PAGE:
With the release of the Meze Elite and Dan Clark Audio Stealth, many are eager to hear a comparison of these two headphones that both run for around $4,000. With both of these being such big ticket items released in the same time frame, they’re going to be a very interesting look into what each company sees as the current standard of HiFi audio. I was a big fan of both the Stealth and the Elite upon hearing them separately, but was not sure what to expect when putting them side by side.
Look and Feel
These are both super comfortable headphones, and I can’t say one triumphs over the other in this regard. The Stealth has a tighter grip than the Elite does, making it perhaps a tighter seal but also allowing less air flow. They both have very similar headbands that use two long pieces of metal and a leather strap. The Elite’s ear cups have an adjustable length, but the Stealth’s adjust automatically.
The most important thing to note is that the Elite is an open back while the Stealth is a closed back. I’ll be keeping this in mind for the sound comparison, of course. Both use planar magnetic drivers, and Meze designing theirs in collaboration with Rinaro Isodynamics.
As I mentioned, this section is a bit unfair, as the Elite is an open back and the Stealth a closed back. However, the Stealth prides itself on its abnormal width for a closed back, so perhaps it’s not too ridiculous to put them side by side on this parameter. Well, as much as I wanted to say the Stealth defied the odds and is wider than the Elite, it simply is not. The Elite is undoubtedly a larger sound, especially spreading out percussion and low end more than the Stealth. However, the Stealth is far closer in width to the Elite than any other closed back on the market, I can almost guarantee.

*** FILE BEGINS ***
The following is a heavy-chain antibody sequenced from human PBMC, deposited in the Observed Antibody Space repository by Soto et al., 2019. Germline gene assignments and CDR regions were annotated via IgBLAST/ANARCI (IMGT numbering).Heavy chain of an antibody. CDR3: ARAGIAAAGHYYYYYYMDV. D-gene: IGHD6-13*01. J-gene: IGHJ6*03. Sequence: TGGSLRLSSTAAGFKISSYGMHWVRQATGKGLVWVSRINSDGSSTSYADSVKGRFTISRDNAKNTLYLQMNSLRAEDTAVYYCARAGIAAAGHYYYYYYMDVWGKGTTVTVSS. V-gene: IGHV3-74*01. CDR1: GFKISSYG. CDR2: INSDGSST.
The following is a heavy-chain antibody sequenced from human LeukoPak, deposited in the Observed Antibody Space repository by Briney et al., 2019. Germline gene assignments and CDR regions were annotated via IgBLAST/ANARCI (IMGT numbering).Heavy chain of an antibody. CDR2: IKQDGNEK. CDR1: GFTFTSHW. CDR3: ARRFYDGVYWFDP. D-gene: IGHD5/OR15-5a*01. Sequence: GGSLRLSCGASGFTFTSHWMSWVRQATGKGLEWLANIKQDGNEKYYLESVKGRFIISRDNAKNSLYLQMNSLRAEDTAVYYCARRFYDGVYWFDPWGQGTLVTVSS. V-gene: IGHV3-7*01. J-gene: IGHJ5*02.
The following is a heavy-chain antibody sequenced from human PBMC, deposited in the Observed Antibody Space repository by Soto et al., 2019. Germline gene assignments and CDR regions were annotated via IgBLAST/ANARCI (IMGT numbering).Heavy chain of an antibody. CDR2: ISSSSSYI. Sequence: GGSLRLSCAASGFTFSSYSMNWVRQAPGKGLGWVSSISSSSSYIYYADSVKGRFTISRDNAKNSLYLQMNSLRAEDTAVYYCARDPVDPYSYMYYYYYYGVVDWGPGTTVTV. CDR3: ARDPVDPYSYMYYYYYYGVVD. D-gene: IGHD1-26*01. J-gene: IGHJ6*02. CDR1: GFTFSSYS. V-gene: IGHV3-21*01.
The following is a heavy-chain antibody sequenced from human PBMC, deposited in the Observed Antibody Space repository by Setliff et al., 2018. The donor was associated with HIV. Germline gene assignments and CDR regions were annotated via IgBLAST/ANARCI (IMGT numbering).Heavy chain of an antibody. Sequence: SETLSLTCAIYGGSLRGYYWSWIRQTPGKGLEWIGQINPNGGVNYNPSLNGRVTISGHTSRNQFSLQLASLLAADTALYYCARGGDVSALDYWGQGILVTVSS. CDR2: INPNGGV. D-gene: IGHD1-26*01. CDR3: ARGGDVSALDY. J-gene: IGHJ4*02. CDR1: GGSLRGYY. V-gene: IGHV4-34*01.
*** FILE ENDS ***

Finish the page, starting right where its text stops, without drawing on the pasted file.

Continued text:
These have fairly different low ends. The Stealth is more focused on the upper end of the lows whereas the Elite has much more sub presence and overall intensity. They have similar amounts of punch, both extending attack a fair amount. However, the Elite’s punch hits you in the chest a bit more, as it’s more biased towards those lovely basement frequencies. The Stealth, however, has a bit more of a balanced low end that’s less dominant at times, and may be better suited for those shy of too much rumble or weight. The Stealth’s low end feels more realistic and transparent, but the Elite’s feels more impactful and gripping.
These two are probably most similar in their mids out of anything. They both keep a fairly flat response, pushing the high mids and cutting the low mids a tad, leaving a hefty amount of air between the low end and lofty high frequencies. The Stealth is more colored and high-mid heavy than the Elite, which errs more on the side of extreme cleanliness instead of saturation or increased texture. Both will be snappy and crisp in their mids, but the Stealth perhaps less transparent here than the Elite. The Elite also appears to have more punch in the mids than the Stealth, but the Stealth has more extended vocal presence due to its brighter high mids.
Both the Stealth and the Elite are notably bright headphones, but the Elite handles its brightness a bit differently. While the Stealth has a wider boost that seems to focus more strongly below 8kHz, the Elite has a smaller boost that creates a thin layer of high-gloss shine using the 8kHz+ range. This means the Elite will have a thinner high end to it that acts as a finishing outer-shell, as apposed to the more texturized, dry sounding highs of the Stealth. Neither sounds darker than one another, but the Elite feels more silky and glistening while the Stealth feels more breathy and airy.
The Stealth and Elite have some definite similarities in their mid range tuning and attack extenuation, but stray quite a bit from one another in most other areas. I think the low end response and soundstage style would be the biggest point of decision for me, and probably will be for many others. Hopefully my analysis has helped clear up some of your indecisiveness instead of just creating more.
|Dan Clark Stealth